And even if this particular crisis stabilizes, the decision-making approach that Trump used makes Kaiser Wilhelm look like a model of cool statesmanship, and its application in a crisis involving a real great power could be catastrophic. Nothing about these events supplies any confidence that his advisers can effectively direct him, or that the kind of advice available to him (see Rudy Giuliani, shadow secretary of state) won’t keep on getting worse. Nothing about the relative calm of years one through three guarantees that the test isn’t lurking in year four.

Or in year five or six or seven, should Trump be re-elected. Which points us to the central issue for Republican-leaning voters and Republican senators alike. Both groups have grown used to Trump, in part because human beings grow used to all things, but in part because the most alarmist predictions, mine included, did not accurately describe his first two years in office.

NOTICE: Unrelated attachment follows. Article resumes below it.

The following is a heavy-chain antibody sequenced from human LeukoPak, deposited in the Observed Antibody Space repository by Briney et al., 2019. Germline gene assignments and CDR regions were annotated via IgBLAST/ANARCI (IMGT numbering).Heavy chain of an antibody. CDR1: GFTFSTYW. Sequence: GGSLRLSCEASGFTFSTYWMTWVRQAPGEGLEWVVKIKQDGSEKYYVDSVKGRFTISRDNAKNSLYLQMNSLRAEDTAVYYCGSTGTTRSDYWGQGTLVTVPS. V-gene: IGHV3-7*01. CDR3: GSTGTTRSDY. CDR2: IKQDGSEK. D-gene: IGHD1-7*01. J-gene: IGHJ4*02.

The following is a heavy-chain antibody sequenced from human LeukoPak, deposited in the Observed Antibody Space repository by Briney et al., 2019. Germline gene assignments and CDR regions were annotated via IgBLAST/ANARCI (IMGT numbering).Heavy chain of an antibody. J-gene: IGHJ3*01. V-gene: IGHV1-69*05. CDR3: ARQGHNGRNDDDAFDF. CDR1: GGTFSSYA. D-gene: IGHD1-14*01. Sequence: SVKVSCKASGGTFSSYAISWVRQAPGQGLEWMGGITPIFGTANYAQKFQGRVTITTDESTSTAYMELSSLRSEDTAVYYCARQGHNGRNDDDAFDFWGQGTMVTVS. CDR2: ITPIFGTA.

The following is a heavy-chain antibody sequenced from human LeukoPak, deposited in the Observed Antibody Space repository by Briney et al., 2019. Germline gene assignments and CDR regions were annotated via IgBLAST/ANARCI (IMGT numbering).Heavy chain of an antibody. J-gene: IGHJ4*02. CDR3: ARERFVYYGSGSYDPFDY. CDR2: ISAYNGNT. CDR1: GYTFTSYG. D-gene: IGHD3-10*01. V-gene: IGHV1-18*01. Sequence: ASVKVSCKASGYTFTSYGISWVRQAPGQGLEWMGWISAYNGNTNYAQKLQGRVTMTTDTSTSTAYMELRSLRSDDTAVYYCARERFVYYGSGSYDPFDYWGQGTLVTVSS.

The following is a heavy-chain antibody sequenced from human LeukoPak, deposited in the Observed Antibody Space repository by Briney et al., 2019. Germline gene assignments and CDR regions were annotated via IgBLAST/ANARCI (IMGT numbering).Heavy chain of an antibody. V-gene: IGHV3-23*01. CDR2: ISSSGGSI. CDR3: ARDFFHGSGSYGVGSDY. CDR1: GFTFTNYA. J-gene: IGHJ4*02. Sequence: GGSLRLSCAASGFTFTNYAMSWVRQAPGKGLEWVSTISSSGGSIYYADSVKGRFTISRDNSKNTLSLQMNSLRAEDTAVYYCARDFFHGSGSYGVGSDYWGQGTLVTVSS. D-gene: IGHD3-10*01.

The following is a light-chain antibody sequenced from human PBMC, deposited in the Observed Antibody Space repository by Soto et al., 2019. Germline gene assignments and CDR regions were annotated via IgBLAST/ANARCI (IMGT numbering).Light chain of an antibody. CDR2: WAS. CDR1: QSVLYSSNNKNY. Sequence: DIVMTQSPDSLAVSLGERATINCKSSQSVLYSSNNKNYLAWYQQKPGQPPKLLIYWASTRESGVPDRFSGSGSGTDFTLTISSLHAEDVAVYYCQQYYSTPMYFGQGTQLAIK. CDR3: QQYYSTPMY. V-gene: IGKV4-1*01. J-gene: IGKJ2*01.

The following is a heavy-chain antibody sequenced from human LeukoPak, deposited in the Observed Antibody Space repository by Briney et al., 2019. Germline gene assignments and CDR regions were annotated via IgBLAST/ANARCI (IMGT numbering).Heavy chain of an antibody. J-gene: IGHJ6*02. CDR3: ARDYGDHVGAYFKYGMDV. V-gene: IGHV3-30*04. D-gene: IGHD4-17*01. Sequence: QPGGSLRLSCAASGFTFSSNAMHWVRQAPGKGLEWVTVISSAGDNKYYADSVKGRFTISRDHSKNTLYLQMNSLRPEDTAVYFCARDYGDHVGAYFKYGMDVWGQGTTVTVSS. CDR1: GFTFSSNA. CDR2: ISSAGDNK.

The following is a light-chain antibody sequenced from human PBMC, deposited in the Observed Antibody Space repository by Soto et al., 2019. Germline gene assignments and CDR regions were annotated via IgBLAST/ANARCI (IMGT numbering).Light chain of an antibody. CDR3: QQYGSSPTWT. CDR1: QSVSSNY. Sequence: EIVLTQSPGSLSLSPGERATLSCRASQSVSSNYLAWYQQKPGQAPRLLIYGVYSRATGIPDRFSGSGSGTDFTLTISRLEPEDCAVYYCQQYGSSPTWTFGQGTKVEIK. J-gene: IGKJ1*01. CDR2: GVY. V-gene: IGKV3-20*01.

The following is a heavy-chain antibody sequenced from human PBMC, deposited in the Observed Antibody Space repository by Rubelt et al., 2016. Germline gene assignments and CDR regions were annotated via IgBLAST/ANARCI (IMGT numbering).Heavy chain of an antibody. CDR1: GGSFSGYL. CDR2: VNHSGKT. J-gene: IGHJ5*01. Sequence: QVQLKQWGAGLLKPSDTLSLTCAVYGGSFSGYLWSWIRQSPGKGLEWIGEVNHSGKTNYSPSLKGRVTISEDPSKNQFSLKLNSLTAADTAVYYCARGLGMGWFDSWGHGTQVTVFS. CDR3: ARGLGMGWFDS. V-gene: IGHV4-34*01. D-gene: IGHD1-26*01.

But those voters and legislators have to ask themselves, at the polls in 2020 or sooner in a Senate trial, what seems more likely to predict Trump’s governance going forward: The relatively restrained pattern of the McMaster-Mattis-Kelly period, or the unchecked impulses that just gave us death and betrayal and humiliation for no reason, none at all, save that our president is unfit for his job.